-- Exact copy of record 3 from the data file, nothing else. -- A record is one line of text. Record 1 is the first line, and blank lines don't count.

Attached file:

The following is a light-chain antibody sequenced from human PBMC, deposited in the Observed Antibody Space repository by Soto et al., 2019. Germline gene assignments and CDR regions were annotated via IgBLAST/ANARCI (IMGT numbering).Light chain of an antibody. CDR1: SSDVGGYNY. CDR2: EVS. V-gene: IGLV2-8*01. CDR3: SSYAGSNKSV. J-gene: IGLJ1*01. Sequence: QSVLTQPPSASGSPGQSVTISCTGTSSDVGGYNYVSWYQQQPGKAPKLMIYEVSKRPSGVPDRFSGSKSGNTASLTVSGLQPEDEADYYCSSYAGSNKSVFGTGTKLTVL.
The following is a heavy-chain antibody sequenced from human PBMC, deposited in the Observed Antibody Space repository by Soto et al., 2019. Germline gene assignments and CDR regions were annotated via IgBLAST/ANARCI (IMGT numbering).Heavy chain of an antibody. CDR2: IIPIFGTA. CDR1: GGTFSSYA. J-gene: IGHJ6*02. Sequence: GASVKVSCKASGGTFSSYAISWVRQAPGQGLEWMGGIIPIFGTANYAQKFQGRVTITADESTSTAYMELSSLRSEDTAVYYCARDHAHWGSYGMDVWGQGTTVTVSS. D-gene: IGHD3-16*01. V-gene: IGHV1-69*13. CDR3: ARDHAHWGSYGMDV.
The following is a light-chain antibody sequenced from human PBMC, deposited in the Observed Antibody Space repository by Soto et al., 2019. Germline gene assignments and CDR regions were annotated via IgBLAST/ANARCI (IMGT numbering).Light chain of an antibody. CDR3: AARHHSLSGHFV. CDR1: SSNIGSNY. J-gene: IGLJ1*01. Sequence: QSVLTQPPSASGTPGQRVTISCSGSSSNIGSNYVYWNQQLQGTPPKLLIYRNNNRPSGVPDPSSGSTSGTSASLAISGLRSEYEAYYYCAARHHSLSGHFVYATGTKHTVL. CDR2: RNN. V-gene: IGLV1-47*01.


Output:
The following is a light-chain antibody sequenced from human PBMC, deposited in the Observed Antibody Space repository by Soto et al., 2019. Germline gene assignments and CDR regions were annotated via IgBLAST/ANARCI (IMGT numbering).Light chain of an antibody. CDR3: AARHHSLSGHFV. CDR1: SSNIGSNY. J-gene: IGLJ1*01. Sequence: QSVLTQPPSASGTPGQRVTISCSGSSSNIGSNYVYWNQQLQGTPPKLLIYRNNNRPSGVPDPSSGSTSGTSASLAISGLRSEYEAYYYCAARHHSLSGHFVYATGTKHTVL. CDR2: RNN. V-gene: IGLV1-47*01.